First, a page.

Rick Aster and John Schlue, New Mexico Institute of Mining and Technology Geophysics Program


NMT Seismological Observatory Press Release: 05/23/03 5:30 pm MDT

At least six small earthquakes with epicenters approximately 50 km SE of Albuquerque have occurred during the past two days, as detected by instruments operated by the New Mexico Tech Geophysics Program and the United States Geological Survey. The closest community is Estancia, NM. The times and locations of the three largest events are:
 
 
Day Time (UTC) Latitude Longitude Magnitude (md)*
22 15:39:40 34d 47m 106d 08m 1.0
22 22:24:53 34d 45m 106d 01m 1.8
23 12:59:23 34d 44m 106d 00m 2.2
*md refers to the local earthquake magnitude used for New Mexico. More on different magnitude scales.

The largest of these events was reported as felt in the East Mountains and was weakly detected by instruments as far away as Oklahoma, Texas and Arizona. This group of earthquakes is located approximately 10 km northwest of the locations of the Willard, New Mexico events of December, 1997-January 1998, which included a widely felt event of magnitude 3.8 on January 4, 1998.

Rick Aster and John Schlue, New Mexico Institute of Mining and Technology Geophysics Program


Continuing Seismicity in Southeastern New Mexico, September 20, 2002

On September 17, 2002, earthquakes of magnitude 3.4 and 3.2 occurred at 9:45 AM (MDT) and 5:34 PM (MDT) at an isolated location 27 miles northwest of Carlsbad, New Mexico. The epicenters of these two quakes, 32.58 degrees North latitude and 104.63 degrees West longitude, fall within a small region that has been producing quakes since January of 1997. To date 30 earthquakes of magnitude 2.0 or greater have occurred within this approximately 6 square mile area located 16 miles south of the village of Hope. The strongest earthquake of this sequence had a magnitude of 4.0 on March 14, 1999. At this time it is believed that these earthquakes may be induced by injection of waste water from natural gas production into a deep well or wells.

Allan Sanford


Recent Earthquakes in Southern Colorado 2001-2002

Information on the recent earthquake swarm in southern Colorado near Trinidad can be found at the US Geological Survey web site http://neic.usgs.gov/neis/special/colorado.html.


Natural Gas Pipeline Explosion, August 19, 2000 at 05:26:28 MDT

The WIPP seismograph Network recorded signals from the pipeline explosion at all seven of its stations. However, all signals recorded were sonic rather than seismic, that is, they traveled through the air rather than the ground. The best recording of this event was at station CL2B located about 23 km NNE. The first signal received at this station was a weak short duration pulse followed by a 24 second period of very weak oscillations. At the end of the 24 second period the largest of the sonic pulses occurred followed by strong continuous noise that persisted until the pipeline was shut down a little less than one hour later. A sonic pulse about twice the strength of the continuous noise was recorded about 17 seconds after the largest signal. Using a velocity of 335 m/sec and a distance of 23 km, we obtained the following origin times for the three sonic pulses based on arrival times at station CL2B.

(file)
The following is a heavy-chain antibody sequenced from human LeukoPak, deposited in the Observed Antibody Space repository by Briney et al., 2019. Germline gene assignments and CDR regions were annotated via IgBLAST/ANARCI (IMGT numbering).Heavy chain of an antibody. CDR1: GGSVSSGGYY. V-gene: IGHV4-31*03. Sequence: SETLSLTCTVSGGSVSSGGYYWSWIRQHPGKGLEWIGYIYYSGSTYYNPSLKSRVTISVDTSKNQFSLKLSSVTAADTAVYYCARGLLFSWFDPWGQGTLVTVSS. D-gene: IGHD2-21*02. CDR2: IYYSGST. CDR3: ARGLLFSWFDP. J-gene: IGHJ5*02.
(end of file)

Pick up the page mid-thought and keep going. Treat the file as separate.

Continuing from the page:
First 05:26:28 MDT Weak
Second 05:26:52 MDT Strong
Third 05:27:10 MDT Moderate

We speculate that the first sonic pulse is the initial rupture of the gas pipeline. The second is the ignition of the gas and possibly further rupture of the pipeline. The third might also be further rupture.

Allan Sanford, Kuo-wan Lin, Rick Aster

See the New Mexico Tech/University of Arizona web page on this event and stories in the Albuquerque Journal (requires subscription) for more information. The ABQ Journal story originally called "106090news08-23-00.htm" may be of most interest.


NMT Seismological Observatory Press Release: 04/7/98 11:00 am MST

CONTINUED MINOR EARTHQUAKE ACTIVITY DETECTED IN NORTHERN SOCORRO COUNTY SAN ACACIA, N.M. -- Several residents of Lemitar and Escondida felt an earthquake around 06:21 pm Monday evening, April 6. The NMT Seismological Observatory recordings placed the epicenter near Lemitar with a magnitude of 1.9. Numerous earthquakes have been recorded in the same area before April 6 including a slightly stronger earthquake with a magnitude of 2.0 at 11:25 pm on March 24. No felt reports were received for this earthquake.


NMT Press Release: 03/24/98 9:00 pm MST

MINOR EARTHQUAKE ACTIVITY DETECTED IN NORTHERN SOCORRO COUNTY SAN ACACIA, N.M. -- A series of minor earthquakes measuring between magnitudes 2.1 and less than 1 occurred Sunday night, March 22, through Monday, March 23, near the northern Socorro County communities of San Acacia and Alamillo, located about 11 miles north of Socorro.

Seismologists at New Mexico Tech in Socorro recorded the earthquake activity on the university's network of seismic stations and fielded felt reports from the largest tremor from San Acacia area residents. Preliminary analyses of the quakes show the epicenter to be about three and a half miles west of San Acacia, near San Lorenzo Arroyo.

The first earthquake, which registered at magnitude 2.1, occurred at 10:03:46.8 p.m. This strongest temblor was then followed by a swarm of at least 10 smaller earthquakes, all measuring less than magnitude 1 and too small to be felt. "The first earthquake was felt because it was fairly large and because its source was shallow--only approximately 2.5 kilometers or 1.6 miles deep," says Richard C. Aster, associate professor of geophysics and research geophysics at New Mexico Tech.

Historical and recent records of New Mexico earthquakes show that, although the area along the Rio Grande from Socorro north to Bernardo occupies only two percent of the total area of the state, it accounts for about 45 percent of all of New Mexico's earthquake activity. Seismic records also show that the earthquake activity in the area is often dominated by swarms of temblors lasting days or weeks, some strong enough to be felt.

Aster explains that the relatively high earthquake activity in the Socorro area, an area that seismologists refer to as the "Socorro seismic anomaly" is probably attributable to the ongoing inflation of a mostly thin, yet extensive, horizontal layer of molten rock, the "Socorro magma body," residing about 12 miles below the middle Rio Grande valley, between Socorro and Bernardo.